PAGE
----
Unfortunately, diabetic patients who have had a foot or leg amputation have a very high risk of having the opposite foot or leg amputated within 5 years. Furthermore, there is a very high 5-year mortality rate associated with amputations in diabetic patients.

To avoid such serious complications, it is important that people with diabetes take good care of their feet. 

Minimally Invasive Surgery for Diabetic Foot Ulcers

Dr. Tea has successfully performed minimally invasive surgery to accelerate healing of diabetic foot ulcers, and for some patients, in as little as 2 weeks. She has healed most diabetic foot ulcers faster than with standard wound care alone by addressing the underlying biomechanics and giving attentive care.

Preventive Foot Care to Avoid Complications

Preventive care is extremely important for diabetic patients. At Pacific Point Podiatry, we recommend that patients follow these preventative measures to avoid serious complications.

Practice General Foot Care

Never walk barefoot. Since diabetic nerve damage (neuropathy) lessens your ability to feel pain, heat, and cold, always wear shoes or slippers to reduce your risk of injury and infection.

Inspect Feet Daily

Patients should inspect their feet daily to look for wounds, as well as redness, warmth, bruising, blisters, and nail problems. Using a mirror makes it easier to check the bottom of your feet.

Practice Daily Foot Care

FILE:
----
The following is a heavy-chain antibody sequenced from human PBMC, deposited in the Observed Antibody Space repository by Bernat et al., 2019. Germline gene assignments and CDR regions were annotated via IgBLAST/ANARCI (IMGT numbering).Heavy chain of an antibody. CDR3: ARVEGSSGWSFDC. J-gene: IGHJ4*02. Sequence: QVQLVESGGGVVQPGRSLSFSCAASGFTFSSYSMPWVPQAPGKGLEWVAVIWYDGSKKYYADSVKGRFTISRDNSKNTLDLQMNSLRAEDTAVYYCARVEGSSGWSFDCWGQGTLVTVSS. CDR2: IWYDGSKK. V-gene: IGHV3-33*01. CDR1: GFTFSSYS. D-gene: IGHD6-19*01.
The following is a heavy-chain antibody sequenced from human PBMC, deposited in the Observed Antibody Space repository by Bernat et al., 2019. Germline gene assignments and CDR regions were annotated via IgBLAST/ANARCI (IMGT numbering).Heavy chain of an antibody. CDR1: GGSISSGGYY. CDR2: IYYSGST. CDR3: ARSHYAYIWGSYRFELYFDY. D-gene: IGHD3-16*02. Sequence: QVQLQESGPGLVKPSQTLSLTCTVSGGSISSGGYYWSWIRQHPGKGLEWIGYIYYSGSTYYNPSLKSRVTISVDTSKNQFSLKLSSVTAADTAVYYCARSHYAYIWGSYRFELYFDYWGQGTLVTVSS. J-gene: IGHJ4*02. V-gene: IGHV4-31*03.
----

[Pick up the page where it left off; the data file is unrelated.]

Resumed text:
Clean your feet daily with warm water and mild soap. Avoid soaking your feet since it can dry out your skin. After washing your feet, carefully pat them dry with a towel to remove all moisture.

Unscented lotions may be applied to lock in moisture and prevent dry skin. However, avoid rubbing creams and lotions between the toes since extra moisture can lead to an infection.

Toenails should be trimmed straight across. Avoid cutting corners to prevent ingrown toenails. If present, ingrown toenails should be treated right away to reduce the risk of infection. 

Wear comfortable, fitting socks at night and during cold weather to keep your feet warm. 

Implement Lifestyle Changes

If you smoke, quit. Smoking damages blood vessels, and when combined with diabetic nerve damage and poor circulation, it can significantly increase your chances of infection and amputation in the future.

Wear Appropriate Shoes and Orthotics

Wear shoes that are comfortable and well-fitted. Avoid shoes that are too tight or small, as well as shoes with pointed toes and high heels. Custom orthotics and even custom footwear can help manage foot deformities and provide relief from neuropathy and vascular problems.

Diabetic Foot Care at Pacific Point Podiatry

Dr. Tea is available to help with all of your diabetic foot care needs, including nail care, callus care, and yearly diabetic foot exams. Regulator foot care is extremely important for diabetic patients. 

To schedule an appointment with Dr. Tea, please call us at (831) 288-3400 or request an appointment online.

Contact Us

Call
Email
linkedin facebook pinterest youtube rss twitter instagram facebook-blank rss-blank linkedin-blank pinterest youtube twitter instagram